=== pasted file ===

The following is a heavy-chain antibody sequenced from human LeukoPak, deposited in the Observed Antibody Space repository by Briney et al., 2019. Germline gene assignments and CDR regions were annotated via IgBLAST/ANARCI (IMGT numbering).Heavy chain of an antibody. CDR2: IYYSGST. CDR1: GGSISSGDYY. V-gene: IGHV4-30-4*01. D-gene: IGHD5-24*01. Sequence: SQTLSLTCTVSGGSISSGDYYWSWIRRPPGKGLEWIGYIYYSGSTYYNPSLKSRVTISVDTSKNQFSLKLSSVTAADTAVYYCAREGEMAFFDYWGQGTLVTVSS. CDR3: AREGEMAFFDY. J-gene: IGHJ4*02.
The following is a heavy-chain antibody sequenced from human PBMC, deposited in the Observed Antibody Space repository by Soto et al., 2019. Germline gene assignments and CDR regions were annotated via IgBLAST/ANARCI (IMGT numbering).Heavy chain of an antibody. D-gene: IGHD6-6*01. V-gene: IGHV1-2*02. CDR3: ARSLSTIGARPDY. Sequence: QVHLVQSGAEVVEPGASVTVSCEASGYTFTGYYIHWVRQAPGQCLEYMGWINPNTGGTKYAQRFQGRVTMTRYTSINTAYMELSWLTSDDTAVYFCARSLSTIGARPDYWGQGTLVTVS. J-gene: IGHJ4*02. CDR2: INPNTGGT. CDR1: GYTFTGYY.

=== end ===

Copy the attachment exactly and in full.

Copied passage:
The following is a heavy-chain antibody sequenced from human LeukoPak, deposited in the Observed Antibody Space repository by Briney et al., 2019. Germline gene assignments and CDR regions were annotated via IgBLAST/ANARCI (IMGT numbering).Heavy chain of an antibody. CDR2: IYYSGST. CDR1: GGSISSGDYY. V-gene: IGHV4-30-4*01. D-gene: IGHD5-24*01. Sequence: SQTLSLTCTVSGGSISSGDYYWSWIRRPPGKGLEWIGYIYYSGSTYYNPSLKSRVTISVDTSKNQFSLKLSSVTAADTAVYYCAREGEMAFFDYWGQGTLVTVSS. CDR3: AREGEMAFFDY. J-gene: IGHJ4*02.
The following is a heavy-chain antibody sequenced from human PBMC, deposited in the Observed Antibody Space repository by Soto et al., 2019. Germline gene assignments and CDR regions were annotated via IgBLAST/ANARCI (IMGT numbering).Heavy chain of an antibody. D-gene: IGHD6-6*01. V-gene: IGHV1-2*02. CDR3: ARSLSTIGARPDY. Sequence: QVHLVQSGAEVVEPGASVTVSCEASGYTFTGYYIHWVRQAPGQCLEYMGWINPNTGGTKYAQRFQGRVTMTRYTSINTAYMELSWLTSDDTAVYFCARSLSTIGARPDYWGQGTLVTVS. J-gene: IGHJ4*02. CDR2: INPNTGGT. CDR1: GYTFTGYY.